Are we ready?
Every project needs a strong foundation, and this is what we look to build during Alignment. We work with program areas to coordinate all the elements required to deliver better services, and as such there can be many risks to consider. These may include collective understanding of approach, expectations, communication, commitment, funding, change management, and team composition. It is critical to the success of the project to consider these variables before starting a service design project.
- Buy-in and ownership from executive, other leadership and the organization as a whole
- Clear expectations and understanding of the project and the benefits of this approach
- Reduced project overhead and delays due to misaligned expectations
- Clear commitment to the change effort required in order to invest in service innovation and implementation
- Increased capability for service design in the organization
- Ongoing commitment and investment in change needed to create the most value from service innovation
Designing better services means changing how we work. Successful service design teams work to help the organization adapt to the changes needed for service transformation.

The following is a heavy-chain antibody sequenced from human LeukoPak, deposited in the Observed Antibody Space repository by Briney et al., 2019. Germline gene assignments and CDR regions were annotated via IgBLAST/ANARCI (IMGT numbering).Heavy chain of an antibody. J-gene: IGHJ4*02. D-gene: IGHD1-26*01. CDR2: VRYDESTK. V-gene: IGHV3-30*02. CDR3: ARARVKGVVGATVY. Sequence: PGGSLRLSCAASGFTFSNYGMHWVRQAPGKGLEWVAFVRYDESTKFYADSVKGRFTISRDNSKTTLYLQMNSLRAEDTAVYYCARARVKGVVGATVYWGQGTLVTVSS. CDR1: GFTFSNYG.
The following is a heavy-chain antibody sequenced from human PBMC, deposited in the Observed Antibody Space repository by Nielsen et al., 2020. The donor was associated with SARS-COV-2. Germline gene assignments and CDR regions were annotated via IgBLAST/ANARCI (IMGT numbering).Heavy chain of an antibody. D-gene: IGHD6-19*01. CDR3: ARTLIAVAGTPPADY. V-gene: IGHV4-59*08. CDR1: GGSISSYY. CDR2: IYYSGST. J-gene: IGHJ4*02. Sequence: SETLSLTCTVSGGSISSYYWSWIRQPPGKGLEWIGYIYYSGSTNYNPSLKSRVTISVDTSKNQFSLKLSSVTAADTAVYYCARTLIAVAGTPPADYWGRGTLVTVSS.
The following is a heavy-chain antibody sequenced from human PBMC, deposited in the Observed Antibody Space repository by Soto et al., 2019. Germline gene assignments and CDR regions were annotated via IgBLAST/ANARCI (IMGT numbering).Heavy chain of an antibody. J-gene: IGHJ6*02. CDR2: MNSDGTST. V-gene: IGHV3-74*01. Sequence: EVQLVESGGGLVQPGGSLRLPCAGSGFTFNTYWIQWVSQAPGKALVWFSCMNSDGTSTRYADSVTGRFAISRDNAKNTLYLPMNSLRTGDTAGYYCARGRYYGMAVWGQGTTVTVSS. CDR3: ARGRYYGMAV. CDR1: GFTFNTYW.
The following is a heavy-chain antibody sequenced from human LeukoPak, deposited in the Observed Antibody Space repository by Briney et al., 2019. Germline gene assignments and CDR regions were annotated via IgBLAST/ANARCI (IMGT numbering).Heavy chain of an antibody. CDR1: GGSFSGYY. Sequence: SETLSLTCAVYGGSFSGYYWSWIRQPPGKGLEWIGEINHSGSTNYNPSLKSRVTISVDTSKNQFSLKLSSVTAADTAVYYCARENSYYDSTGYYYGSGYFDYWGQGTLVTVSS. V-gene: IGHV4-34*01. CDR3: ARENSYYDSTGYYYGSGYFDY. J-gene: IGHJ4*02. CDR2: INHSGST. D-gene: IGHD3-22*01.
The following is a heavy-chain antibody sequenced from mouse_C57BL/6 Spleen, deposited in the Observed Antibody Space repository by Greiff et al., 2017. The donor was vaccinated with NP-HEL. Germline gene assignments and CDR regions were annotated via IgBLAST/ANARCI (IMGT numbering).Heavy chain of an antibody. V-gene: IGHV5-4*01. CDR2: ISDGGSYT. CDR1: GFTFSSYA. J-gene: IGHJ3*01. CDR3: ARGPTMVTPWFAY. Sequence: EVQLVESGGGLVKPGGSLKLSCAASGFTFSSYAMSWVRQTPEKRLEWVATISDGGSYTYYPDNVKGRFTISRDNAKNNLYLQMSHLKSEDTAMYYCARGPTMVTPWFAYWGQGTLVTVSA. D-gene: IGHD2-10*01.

Projects are judged by how well they meet expectations for both the outcomes they create and the approach they use. Setting clear expectations early for executives, teams and the overall organization reduces the risk of misunderstanding later.
In setting expectations, the Strategic Design and Transformation Branch (SDTB) uses a “Show and Tell” approach to demonstrate how service design methods work. They will share stories and case studies of other projects and show deliverables, photos from past workshops and more, in order to prepare the team, sponsors, and others for what will come.
Recognize that a service design project often uncovers the need to do more work to support better service delivery.
Have an Assistant Deputy Minister or similar sponsor communicated to the organization about the project, and outline its priority in the organization so that people clearly understand the opportunities and responsibility to support the work.
Work with partners that have service design expertise to help build internal capability. This partnership starts with the Strategic Design and Transformation Branch (at least for the first couple projects) but can also extend to vendors or people from other areas of government with service design experience.